As the nation marks the 5th anniversary of Hurricane Katrina, I wanted to post a terrific list of preparedness tips and lessons learned from the disaster survivors that was collected by the New Orleans Times-Picayune.
The Times-Picayune, which did such heroic coverage during and after Katrina, solicited these ideas from readers in 2006 and printed them weekly during hurricane season. In June of 2007, the paper reprinted “a comprehensive selection”, calling it the ”ultimate insiders guide to evacuee readiness. Enjoy and prepare.” The list is so interesting, because it reflects the real-life experiences of disaster survivors.
Though you may not agree with all of the ideas suggested and some are area specific, I think you will find it worth reading through this collection as a resource, an example of citizen resilience and even, yes, how humor is necessary in the face of crisis. The article is also an example of the huge potential the media has to spur citizen preparedness if it focused more on the topic.
The approximately 75 submissions have been divided by the author James O’Byrne into categories, including: On The Road Again, Kids And Pets, Staying Behind, Guest Relations, Take This Job And Leave It, Precious Papers Important Photos, Food For Thought, Potty Time, & The Big Picture. The tips range from ”Take blank checks, internet passwords, copies of bills, long distance phone card, walkie talkies” and “Apply for a gas credit card” to “Perfume. No showers for 10 days. We stunk so bad” and “Keep nice with your Dallas relative with the big house.”
Below are a couple of representative e-mails that will give you a sense of these survivor tips:
I always prided myself in being super organized before Katrina. In the safe-deposit box at the bank, I had placed the original savings bonds I was using to finance my sons’ college education, a video of my home’s contents and negatives of both my sons’ first days of life. My home in Lakewood South had 6½ feet of water. The lobby of the bank in Lakeview flooded, too!
Only copies of important papers are kept in the safe-deposit box now. I personally keep all original documents in a small fireproof box that is portable and will go wherever I go. In that box, too, is a stash of cash (proved to be very valuable last year) as well as my “password list” containing all necessary info to manage bills and finances online.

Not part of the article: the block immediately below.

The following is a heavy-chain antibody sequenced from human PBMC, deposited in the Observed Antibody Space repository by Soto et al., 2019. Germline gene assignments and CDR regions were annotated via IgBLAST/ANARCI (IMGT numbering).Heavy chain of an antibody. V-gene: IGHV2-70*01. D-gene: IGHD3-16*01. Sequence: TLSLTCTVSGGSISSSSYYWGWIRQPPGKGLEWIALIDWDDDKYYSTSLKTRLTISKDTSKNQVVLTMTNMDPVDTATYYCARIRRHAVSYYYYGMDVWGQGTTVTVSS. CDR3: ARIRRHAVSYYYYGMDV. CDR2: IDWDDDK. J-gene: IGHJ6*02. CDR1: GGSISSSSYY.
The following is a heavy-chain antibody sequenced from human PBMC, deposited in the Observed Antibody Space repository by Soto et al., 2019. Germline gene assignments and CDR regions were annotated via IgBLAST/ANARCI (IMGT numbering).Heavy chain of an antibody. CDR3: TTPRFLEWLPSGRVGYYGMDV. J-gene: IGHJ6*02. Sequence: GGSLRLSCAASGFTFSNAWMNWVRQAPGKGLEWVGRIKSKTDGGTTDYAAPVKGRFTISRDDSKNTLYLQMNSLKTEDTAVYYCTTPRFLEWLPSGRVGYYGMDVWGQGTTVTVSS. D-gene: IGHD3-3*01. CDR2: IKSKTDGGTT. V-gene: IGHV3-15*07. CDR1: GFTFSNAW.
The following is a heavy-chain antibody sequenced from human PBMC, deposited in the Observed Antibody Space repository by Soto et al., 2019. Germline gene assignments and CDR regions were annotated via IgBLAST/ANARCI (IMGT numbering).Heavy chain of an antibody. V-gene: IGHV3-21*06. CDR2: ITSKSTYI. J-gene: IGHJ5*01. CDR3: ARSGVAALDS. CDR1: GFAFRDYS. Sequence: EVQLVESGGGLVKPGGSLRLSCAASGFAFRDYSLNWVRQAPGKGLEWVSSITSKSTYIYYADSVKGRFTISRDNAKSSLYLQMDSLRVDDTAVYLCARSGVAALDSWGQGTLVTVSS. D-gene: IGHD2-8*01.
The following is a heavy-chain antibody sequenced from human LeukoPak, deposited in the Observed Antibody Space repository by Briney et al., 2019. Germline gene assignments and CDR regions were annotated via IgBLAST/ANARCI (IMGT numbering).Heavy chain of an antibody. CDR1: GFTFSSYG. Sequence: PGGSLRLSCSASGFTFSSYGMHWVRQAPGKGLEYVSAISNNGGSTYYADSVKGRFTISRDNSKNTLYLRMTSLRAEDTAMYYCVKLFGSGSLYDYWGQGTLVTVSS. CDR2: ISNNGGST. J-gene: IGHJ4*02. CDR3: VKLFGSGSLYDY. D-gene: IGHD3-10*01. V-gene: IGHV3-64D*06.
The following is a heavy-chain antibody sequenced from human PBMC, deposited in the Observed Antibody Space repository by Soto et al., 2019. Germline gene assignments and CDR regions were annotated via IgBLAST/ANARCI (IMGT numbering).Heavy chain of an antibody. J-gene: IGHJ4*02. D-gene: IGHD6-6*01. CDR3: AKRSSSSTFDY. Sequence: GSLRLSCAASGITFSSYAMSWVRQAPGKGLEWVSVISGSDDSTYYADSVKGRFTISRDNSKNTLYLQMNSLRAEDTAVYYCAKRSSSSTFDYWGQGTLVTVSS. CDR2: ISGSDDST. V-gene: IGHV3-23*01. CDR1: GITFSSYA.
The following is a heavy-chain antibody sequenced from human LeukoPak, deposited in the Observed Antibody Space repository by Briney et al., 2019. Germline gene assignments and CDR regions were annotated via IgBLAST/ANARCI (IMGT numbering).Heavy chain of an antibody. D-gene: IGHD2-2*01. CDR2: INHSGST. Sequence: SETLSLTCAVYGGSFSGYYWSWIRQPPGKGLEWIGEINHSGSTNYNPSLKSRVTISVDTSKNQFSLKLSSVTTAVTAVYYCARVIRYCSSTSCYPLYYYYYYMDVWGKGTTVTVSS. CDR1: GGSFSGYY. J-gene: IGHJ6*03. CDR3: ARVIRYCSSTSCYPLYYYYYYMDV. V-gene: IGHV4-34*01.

Videos of my sons have now been transferred to DVDs. They’re in plastic bags that are stored in the bottom of my Rubbermaid container that also will go with me. Digital pictures of my new home replace the home video. (After a catastrophic loss, the insurance companies want only pictures, I have learned.) I have my “Katrina Book” that also will go with me this year — inside is every important phone number, registration number, etc., which are critical for life after a storm.
What worked for us? Nothing. What would I do differently? I shall start listing:
Do not watch the news anywhere around your kids. Ever.
Do not leave ANY pet behind thinking you will only be gone for two days.
Know how to text message if the cell phones are no longer working.
Have an emergency account set up with a NATIONAL bank so when you cannot access money from your local bank there is a back-up fund.
Bring more than a few days worth of clothes.
Bring a copy of children’s shot records.
Know what “teaching methods” are taught in your school (yes, I was asked that question several times!).
Every year when getting your pets vaccinated, get a copy of updates to bring while evacuating.
Let people who want to take care of you and love you do just that. This is not boot camp or a pride parade. Let others help.
Bring pictures of items in your home for your insurance claim.
Bring needed medications.
Bring some wine.
Tell your family and friends where you are going and work out a “contact person” on the outside who can give your information to worried friends and family.
Never depend on the government. If it looks like a storm is coming and Bob Breck and Margaret Orr are a little stressed — GET OUT.
Brush up on some of those prayers your momma taught you. And just know we have been through the worst. It can never get as bad as it did. We are a strong people.
The entire article with all the tips/lessons learned can be found here.